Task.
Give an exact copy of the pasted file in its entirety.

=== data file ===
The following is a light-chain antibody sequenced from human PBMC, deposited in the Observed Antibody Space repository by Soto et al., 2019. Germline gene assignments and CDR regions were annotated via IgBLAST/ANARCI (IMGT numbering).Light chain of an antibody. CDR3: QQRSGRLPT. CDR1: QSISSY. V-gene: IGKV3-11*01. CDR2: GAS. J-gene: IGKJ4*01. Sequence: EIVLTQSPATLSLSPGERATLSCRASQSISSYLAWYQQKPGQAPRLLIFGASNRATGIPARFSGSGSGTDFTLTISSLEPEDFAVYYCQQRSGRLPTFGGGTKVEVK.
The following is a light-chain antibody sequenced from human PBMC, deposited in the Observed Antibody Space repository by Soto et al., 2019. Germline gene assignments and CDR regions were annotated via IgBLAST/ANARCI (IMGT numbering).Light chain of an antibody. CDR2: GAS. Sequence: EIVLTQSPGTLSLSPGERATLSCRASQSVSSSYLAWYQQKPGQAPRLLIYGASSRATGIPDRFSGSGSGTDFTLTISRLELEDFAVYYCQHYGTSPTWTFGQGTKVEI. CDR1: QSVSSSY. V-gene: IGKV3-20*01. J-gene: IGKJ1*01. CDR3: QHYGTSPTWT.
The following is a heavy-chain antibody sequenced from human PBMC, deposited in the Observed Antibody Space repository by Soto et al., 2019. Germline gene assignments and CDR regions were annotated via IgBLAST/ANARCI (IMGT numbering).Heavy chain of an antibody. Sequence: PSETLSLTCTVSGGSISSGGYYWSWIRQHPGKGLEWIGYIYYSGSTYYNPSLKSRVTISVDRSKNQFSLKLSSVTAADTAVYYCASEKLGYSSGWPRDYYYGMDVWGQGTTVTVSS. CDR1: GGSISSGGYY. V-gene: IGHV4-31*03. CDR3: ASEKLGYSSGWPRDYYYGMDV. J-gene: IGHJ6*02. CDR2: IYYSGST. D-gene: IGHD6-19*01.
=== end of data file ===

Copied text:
The following is a light-chain antibody sequenced from human PBMC, deposited in the Observed Antibody Space repository by Soto et al., 2019. Germline gene assignments and CDR regions were annotated via IgBLAST/ANARCI (IMGT numbering).Light chain of an antibody. CDR3: QQRSGRLPT. CDR1: QSISSY. V-gene: IGKV3-11*01. CDR2: GAS. J-gene: IGKJ4*01. Sequence: EIVLTQSPATLSLSPGERATLSCRASQSISSYLAWYQQKPGQAPRLLIFGASNRATGIPARFSGSGSGTDFTLTISSLEPEDFAVYYCQQRSGRLPTFGGGTKVEVK.
The following is a light-chain antibody sequenced from human PBMC, deposited in the Observed Antibody Space repository by Soto et al., 2019. Germline gene assignments and CDR regions were annotated via IgBLAST/ANARCI (IMGT numbering).Light chain of an antibody. CDR2: GAS. Sequence: EIVLTQSPGTLSLSPGERATLSCRASQSVSSSYLAWYQQKPGQAPRLLIYGASSRATGIPDRFSGSGSGTDFTLTISRLELEDFAVYYCQHYGTSPTWTFGQGTKVEI. CDR1: QSVSSSY. V-gene: IGKV3-20*01. J-gene: IGKJ1*01. CDR3: QHYGTSPTWT.
The following is a heavy-chain antibody sequenced from human PBMC, deposited in the Observed Antibody Space repository by Soto et al., 2019. Germline gene assignments and CDR regions were annotated via IgBLAST/ANARCI (IMGT numbering).Heavy chain of an antibody. Sequence: PSETLSLTCTVSGGSISSGGYYWSWIRQHPGKGLEWIGYIYYSGSTYYNPSLKSRVTISVDRSKNQFSLKLSSVTAADTAVYYCASEKLGYSSGWPRDYYYGMDVWGQGTTVTVSS. CDR1: GGSISSGGYY. V-gene: IGHV4-31*03. CDR3: ASEKLGYSSGWPRDYYYGMDV. J-gene: IGHJ6*02. CDR2: IYYSGST. D-gene: IGHD6-19*01.